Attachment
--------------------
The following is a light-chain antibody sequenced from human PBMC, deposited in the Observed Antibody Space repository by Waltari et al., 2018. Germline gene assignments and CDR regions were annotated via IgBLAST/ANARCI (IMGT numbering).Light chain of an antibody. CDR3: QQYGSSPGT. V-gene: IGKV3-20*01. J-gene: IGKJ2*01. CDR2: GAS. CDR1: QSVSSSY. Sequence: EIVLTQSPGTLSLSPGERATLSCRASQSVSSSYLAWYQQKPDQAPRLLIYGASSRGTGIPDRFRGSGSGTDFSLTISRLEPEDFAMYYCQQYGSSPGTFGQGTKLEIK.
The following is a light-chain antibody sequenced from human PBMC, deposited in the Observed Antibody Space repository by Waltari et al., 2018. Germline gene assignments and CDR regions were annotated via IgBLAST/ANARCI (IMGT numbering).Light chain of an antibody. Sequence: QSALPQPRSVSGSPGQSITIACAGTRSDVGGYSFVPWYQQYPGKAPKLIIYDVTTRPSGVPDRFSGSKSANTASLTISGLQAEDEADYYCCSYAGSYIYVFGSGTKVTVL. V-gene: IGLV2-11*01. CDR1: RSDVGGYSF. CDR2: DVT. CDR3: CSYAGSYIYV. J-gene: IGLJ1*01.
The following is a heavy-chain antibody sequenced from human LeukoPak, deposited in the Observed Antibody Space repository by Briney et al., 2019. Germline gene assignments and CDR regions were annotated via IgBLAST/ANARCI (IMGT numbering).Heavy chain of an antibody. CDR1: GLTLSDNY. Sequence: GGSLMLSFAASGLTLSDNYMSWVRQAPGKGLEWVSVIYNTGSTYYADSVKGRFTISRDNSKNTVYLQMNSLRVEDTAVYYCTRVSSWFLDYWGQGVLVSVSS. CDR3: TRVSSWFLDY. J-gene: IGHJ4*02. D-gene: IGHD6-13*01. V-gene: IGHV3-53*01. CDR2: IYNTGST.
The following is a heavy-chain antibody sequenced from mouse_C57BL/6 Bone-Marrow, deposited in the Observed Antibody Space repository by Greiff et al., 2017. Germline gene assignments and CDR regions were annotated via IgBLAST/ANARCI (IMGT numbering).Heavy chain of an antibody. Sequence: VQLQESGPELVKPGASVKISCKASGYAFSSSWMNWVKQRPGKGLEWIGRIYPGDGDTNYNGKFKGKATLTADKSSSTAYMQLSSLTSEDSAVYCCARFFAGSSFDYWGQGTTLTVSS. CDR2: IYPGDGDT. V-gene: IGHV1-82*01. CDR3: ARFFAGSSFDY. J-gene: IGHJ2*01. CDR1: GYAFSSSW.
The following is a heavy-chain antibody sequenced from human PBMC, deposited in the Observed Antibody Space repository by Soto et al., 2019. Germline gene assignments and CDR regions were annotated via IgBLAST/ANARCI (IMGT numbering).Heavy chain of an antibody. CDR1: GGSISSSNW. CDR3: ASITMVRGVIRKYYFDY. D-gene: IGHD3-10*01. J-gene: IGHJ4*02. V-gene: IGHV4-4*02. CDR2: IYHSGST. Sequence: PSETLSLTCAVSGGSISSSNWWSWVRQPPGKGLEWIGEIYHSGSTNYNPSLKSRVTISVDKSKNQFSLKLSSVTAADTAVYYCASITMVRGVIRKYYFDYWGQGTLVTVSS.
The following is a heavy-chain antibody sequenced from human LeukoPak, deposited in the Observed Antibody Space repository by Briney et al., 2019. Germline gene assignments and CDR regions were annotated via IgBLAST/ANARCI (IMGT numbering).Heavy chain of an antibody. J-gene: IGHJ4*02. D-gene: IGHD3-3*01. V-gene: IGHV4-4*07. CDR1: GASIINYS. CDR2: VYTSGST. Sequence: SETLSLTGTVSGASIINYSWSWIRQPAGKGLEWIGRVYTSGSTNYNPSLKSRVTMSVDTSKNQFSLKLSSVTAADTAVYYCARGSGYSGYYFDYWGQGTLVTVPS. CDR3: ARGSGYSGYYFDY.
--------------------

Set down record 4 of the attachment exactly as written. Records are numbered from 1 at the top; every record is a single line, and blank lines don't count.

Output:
The following is a heavy-chain antibody sequenced from mouse_C57BL/6 Bone-Marrow, deposited in the Observed Antibody Space repository by Greiff et al., 2017. Germline gene assignments and CDR regions were annotated via IgBLAST/ANARCI (IMGT numbering).Heavy chain of an antibody. Sequence: VQLQESGPELVKPGASVKISCKASGYAFSSSWMNWVKQRPGKGLEWIGRIYPGDGDTNYNGKFKGKATLTADKSSSTAYMQLSSLTSEDSAVYCCARFFAGSSFDYWGQGTTLTVSS. CDR2: IYPGDGDT. V-gene: IGHV1-82*01. CDR3: ARFFAGSSFDY. J-gene: IGHJ2*01. CDR1: GYAFSSSW.